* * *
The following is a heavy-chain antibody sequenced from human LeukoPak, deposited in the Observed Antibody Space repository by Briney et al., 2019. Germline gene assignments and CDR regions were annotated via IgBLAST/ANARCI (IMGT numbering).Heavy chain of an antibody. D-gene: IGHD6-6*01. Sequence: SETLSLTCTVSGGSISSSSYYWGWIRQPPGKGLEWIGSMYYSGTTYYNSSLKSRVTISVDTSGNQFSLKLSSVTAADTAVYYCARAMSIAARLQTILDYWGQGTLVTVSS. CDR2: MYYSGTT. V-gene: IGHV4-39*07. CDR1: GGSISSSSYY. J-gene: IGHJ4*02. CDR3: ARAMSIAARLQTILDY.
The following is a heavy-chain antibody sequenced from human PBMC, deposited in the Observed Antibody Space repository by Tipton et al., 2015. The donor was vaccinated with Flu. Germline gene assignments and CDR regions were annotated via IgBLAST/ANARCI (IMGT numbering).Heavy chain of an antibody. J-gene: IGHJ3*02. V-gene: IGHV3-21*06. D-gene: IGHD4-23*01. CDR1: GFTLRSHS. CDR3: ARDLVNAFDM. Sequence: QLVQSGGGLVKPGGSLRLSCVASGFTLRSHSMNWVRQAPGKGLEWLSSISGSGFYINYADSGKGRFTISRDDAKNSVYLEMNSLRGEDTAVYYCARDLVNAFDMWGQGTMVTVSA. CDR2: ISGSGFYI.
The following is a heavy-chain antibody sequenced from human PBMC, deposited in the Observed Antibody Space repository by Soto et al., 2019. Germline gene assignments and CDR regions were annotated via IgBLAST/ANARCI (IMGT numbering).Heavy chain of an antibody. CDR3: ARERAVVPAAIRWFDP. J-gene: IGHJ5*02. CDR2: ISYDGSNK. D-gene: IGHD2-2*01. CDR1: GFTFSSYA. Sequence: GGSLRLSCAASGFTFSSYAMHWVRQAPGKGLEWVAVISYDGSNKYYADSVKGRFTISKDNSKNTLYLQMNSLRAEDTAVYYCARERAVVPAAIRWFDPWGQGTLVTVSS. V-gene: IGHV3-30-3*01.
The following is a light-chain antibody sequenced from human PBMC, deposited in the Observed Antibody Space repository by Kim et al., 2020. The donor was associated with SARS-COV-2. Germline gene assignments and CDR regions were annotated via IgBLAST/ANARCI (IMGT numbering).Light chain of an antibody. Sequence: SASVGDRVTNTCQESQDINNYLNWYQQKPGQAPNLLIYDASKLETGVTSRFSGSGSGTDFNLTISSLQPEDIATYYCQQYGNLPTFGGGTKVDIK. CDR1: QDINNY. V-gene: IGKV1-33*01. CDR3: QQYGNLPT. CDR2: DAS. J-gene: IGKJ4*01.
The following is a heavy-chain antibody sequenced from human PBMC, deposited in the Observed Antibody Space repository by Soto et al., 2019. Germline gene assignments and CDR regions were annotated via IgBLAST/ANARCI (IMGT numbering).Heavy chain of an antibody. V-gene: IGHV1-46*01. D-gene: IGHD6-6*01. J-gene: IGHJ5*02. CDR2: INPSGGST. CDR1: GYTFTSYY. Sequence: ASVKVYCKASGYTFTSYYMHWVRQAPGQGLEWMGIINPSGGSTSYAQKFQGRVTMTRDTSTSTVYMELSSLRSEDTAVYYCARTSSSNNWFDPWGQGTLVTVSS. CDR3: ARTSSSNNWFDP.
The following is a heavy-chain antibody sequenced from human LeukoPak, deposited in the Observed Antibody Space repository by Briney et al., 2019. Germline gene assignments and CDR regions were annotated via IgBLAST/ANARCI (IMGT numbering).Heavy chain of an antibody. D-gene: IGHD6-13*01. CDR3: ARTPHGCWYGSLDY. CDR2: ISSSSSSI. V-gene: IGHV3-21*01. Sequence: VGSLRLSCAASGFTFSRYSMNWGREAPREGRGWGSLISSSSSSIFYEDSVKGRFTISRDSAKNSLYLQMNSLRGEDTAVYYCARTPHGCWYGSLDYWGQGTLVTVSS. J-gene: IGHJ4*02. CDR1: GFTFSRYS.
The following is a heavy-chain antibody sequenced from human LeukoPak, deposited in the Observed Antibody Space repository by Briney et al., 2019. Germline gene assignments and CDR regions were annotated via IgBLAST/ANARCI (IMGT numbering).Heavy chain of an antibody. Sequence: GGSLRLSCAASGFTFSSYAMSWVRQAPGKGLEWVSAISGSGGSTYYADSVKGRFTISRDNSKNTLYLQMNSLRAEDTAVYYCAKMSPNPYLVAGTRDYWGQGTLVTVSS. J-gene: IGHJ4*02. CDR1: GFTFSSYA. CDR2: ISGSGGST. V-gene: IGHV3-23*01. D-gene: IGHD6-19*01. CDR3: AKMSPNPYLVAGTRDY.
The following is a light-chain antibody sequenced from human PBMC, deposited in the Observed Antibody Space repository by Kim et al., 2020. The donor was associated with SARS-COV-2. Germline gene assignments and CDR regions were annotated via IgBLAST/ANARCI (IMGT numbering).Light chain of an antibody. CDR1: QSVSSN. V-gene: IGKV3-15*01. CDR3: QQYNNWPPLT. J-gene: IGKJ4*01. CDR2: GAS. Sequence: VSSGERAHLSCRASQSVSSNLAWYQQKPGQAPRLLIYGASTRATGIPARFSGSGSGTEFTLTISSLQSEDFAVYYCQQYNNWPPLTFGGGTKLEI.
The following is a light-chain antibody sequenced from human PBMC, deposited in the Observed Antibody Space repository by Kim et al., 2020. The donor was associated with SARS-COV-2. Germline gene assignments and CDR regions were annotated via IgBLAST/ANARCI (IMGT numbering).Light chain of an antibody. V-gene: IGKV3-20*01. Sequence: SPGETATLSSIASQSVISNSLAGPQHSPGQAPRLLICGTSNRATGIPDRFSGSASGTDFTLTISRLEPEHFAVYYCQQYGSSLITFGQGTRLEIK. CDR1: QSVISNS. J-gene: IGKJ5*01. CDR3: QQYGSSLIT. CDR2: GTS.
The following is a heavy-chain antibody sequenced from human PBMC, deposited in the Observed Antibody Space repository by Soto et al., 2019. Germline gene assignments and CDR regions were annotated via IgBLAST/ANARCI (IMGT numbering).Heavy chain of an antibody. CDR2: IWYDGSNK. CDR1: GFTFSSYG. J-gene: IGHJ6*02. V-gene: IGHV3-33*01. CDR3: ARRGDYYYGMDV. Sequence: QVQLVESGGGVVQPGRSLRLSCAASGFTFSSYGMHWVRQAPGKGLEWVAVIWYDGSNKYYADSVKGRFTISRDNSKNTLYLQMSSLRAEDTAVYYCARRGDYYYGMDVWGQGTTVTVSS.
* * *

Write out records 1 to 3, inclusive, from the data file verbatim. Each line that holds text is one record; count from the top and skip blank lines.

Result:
The following is a heavy-chain antibody sequenced from human LeukoPak, deposited in the Observed Antibody Space repository by Briney et al., 2019. Germline gene assignments and CDR regions were annotated via IgBLAST/ANARCI (IMGT numbering).Heavy chain of an antibody. D-gene: IGHD6-6*01. Sequence: SETLSLTCTVSGGSISSSSYYWGWIRQPPGKGLEWIGSMYYSGTTYYNSSLKSRVTISVDTSGNQFSLKLSSVTAADTAVYYCARAMSIAARLQTILDYWGQGTLVTVSS. CDR2: MYYSGTT. V-gene: IGHV4-39*07. CDR1: GGSISSSSYY. J-gene: IGHJ4*02. CDR3: ARAMSIAARLQTILDY.
The following is a heavy-chain antibody sequenced from human PBMC, deposited in the Observed Antibody Space repository by Tipton et al., 2015. The donor was vaccinated with Flu. Germline gene assignments and CDR regions were annotated via IgBLAST/ANARCI (IMGT numbering).Heavy chain of an antibody. J-gene: IGHJ3*02. V-gene: IGHV3-21*06. D-gene: IGHD4-23*01. CDR1: GFTLRSHS. CDR3: ARDLVNAFDM. Sequence: QLVQSGGGLVKPGGSLRLSCVASGFTLRSHSMNWVRQAPGKGLEWLSSISGSGFYINYADSGKGRFTISRDDAKNSVYLEMNSLRGEDTAVYYCARDLVNAFDMWGQGTMVTVSA. CDR2: ISGSGFYI.
The following is a heavy-chain antibody sequenced from human PBMC, deposited in the Observed Antibody Space repository by Soto et al., 2019. Germline gene assignments and CDR regions were annotated via IgBLAST/ANARCI (IMGT numbering).Heavy chain of an antibody. CDR3: ARERAVVPAAIRWFDP. J-gene: IGHJ5*02. CDR2: ISYDGSNK. D-gene: IGHD2-2*01. CDR1: GFTFSSYA. Sequence: GGSLRLSCAASGFTFSSYAMHWVRQAPGKGLEWVAVISYDGSNKYYADSVKGRFTISKDNSKNTLYLQMNSLRAEDTAVYYCARERAVVPAAIRWFDPWGQGTLVTVSS. V-gene: IGHV3-30-3*01.